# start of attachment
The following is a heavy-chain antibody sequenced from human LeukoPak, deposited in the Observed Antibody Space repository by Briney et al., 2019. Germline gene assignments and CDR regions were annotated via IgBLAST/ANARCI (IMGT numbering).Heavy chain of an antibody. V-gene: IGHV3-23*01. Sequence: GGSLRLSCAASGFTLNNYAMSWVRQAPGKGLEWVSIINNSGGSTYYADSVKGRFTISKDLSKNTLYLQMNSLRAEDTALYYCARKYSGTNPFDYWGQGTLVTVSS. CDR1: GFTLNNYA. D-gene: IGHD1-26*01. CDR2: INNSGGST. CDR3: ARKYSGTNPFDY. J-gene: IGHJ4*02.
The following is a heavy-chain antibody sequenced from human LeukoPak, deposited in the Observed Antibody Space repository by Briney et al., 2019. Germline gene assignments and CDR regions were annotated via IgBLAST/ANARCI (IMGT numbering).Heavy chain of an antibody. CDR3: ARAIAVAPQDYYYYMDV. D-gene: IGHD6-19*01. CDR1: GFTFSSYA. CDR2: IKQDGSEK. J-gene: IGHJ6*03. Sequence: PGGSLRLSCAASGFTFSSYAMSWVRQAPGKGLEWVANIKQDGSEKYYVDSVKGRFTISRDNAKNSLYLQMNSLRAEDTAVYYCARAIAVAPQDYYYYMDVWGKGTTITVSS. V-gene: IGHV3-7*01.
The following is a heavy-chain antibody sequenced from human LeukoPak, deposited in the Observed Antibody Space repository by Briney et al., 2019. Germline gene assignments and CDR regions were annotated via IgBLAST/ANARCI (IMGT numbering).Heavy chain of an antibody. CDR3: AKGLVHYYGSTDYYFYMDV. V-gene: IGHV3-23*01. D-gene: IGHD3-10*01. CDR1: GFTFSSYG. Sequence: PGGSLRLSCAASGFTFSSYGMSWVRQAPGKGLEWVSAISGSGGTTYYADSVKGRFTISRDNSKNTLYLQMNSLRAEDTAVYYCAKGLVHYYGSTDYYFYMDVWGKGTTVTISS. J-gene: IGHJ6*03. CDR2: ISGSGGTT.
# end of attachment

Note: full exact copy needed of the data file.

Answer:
The following is a heavy-chain antibody sequenced from human LeukoPak, deposited in the Observed Antibody Space repository by Briney et al., 2019. Germline gene assignments and CDR regions were annotated via IgBLAST/ANARCI (IMGT numbering).Heavy chain of an antibody. V-gene: IGHV3-23*01. Sequence: GGSLRLSCAASGFTLNNYAMSWVRQAPGKGLEWVSIINNSGGSTYYADSVKGRFTISKDLSKNTLYLQMNSLRAEDTALYYCARKYSGTNPFDYWGQGTLVTVSS. CDR1: GFTLNNYA. D-gene: IGHD1-26*01. CDR2: INNSGGST. CDR3: ARKYSGTNPFDY. J-gene: IGHJ4*02.
The following is a heavy-chain antibody sequenced from human LeukoPak, deposited in the Observed Antibody Space repository by Briney et al., 2019. Germline gene assignments and CDR regions were annotated via IgBLAST/ANARCI (IMGT numbering).Heavy chain of an antibody. CDR3: ARAIAVAPQDYYYYMDV. D-gene: IGHD6-19*01. CDR1: GFTFSSYA. CDR2: IKQDGSEK. J-gene: IGHJ6*03. Sequence: PGGSLRLSCAASGFTFSSYAMSWVRQAPGKGLEWVANIKQDGSEKYYVDSVKGRFTISRDNAKNSLYLQMNSLRAEDTAVYYCARAIAVAPQDYYYYMDVWGKGTTITVSS. V-gene: IGHV3-7*01.
The following is a heavy-chain antibody sequenced from human LeukoPak, deposited in the Observed Antibody Space repository by Briney et al., 2019. Germline gene assignments and CDR regions were annotated via IgBLAST/ANARCI (IMGT numbering).Heavy chain of an antibody. CDR3: AKGLVHYYGSTDYYFYMDV. V-gene: IGHV3-23*01. D-gene: IGHD3-10*01. CDR1: GFTFSSYG. Sequence: PGGSLRLSCAASGFTFSSYGMSWVRQAPGKGLEWVSAISGSGGTTYYADSVKGRFTISRDNSKNTLYLQMNSLRAEDTAVYYCAKGLVHYYGSTDYYFYMDVWGKGTTVTISS. J-gene: IGHJ6*03. CDR2: ISGSGGTT.